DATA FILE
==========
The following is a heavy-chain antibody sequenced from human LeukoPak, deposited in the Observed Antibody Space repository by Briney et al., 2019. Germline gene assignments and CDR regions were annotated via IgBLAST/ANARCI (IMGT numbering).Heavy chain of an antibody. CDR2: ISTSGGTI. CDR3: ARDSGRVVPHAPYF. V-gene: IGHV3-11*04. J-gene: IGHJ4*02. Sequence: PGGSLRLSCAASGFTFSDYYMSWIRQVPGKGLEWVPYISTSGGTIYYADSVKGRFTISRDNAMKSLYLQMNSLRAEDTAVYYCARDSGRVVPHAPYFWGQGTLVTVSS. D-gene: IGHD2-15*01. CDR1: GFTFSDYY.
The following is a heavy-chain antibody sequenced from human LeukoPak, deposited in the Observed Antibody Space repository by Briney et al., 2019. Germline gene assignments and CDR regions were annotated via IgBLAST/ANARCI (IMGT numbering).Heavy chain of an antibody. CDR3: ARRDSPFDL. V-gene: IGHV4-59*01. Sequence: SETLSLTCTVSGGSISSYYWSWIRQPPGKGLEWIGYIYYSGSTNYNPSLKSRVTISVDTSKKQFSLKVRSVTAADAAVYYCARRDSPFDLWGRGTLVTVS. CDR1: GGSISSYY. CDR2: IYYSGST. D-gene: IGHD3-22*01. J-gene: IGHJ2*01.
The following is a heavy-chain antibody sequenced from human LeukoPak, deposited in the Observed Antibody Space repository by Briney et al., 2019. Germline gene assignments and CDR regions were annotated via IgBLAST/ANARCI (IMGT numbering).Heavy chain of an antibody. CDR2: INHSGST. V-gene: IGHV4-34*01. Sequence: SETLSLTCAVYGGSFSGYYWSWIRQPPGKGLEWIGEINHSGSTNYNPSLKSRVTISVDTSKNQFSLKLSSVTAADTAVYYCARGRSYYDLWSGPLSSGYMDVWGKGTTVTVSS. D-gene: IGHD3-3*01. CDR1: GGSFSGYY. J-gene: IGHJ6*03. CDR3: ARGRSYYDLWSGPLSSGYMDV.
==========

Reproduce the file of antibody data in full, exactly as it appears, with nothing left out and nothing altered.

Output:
The following is a heavy-chain antibody sequenced from human LeukoPak, deposited in the Observed Antibody Space repository by Briney et al., 2019. Germline gene assignments and CDR regions were annotated via IgBLAST/ANARCI (IMGT numbering).Heavy chain of an antibody. CDR2: ISTSGGTI. CDR3: ARDSGRVVPHAPYF. V-gene: IGHV3-11*04. J-gene: IGHJ4*02. Sequence: PGGSLRLSCAASGFTFSDYYMSWIRQVPGKGLEWVPYISTSGGTIYYADSVKGRFTISRDNAMKSLYLQMNSLRAEDTAVYYCARDSGRVVPHAPYFWGQGTLVTVSS. D-gene: IGHD2-15*01. CDR1: GFTFSDYY.
The following is a heavy-chain antibody sequenced from human LeukoPak, deposited in the Observed Antibody Space repository by Briney et al., 2019. Germline gene assignments and CDR regions were annotated via IgBLAST/ANARCI (IMGT numbering).Heavy chain of an antibody. CDR3: ARRDSPFDL. V-gene: IGHV4-59*01. Sequence: SETLSLTCTVSGGSISSYYWSWIRQPPGKGLEWIGYIYYSGSTNYNPSLKSRVTISVDTSKKQFSLKVRSVTAADAAVYYCARRDSPFDLWGRGTLVTVS. CDR1: GGSISSYY. CDR2: IYYSGST. D-gene: IGHD3-22*01. J-gene: IGHJ2*01.
The following is a heavy-chain antibody sequenced from human LeukoPak, deposited in the Observed Antibody Space repository by Briney et al., 2019. Germline gene assignments and CDR regions were annotated via IgBLAST/ANARCI (IMGT numbering).Heavy chain of an antibody. CDR2: INHSGST. V-gene: IGHV4-34*01. Sequence: SETLSLTCAVYGGSFSGYYWSWIRQPPGKGLEWIGEINHSGSTNYNPSLKSRVTISVDTSKNQFSLKLSSVTAADTAVYYCARGRSYYDLWSGPLSSGYMDVWGKGTTVTVSS. D-gene: IGHD3-3*01. CDR1: GGSFSGYY. J-gene: IGHJ6*03. CDR3: ARGRSYYDLWSGPLSSGYMDV.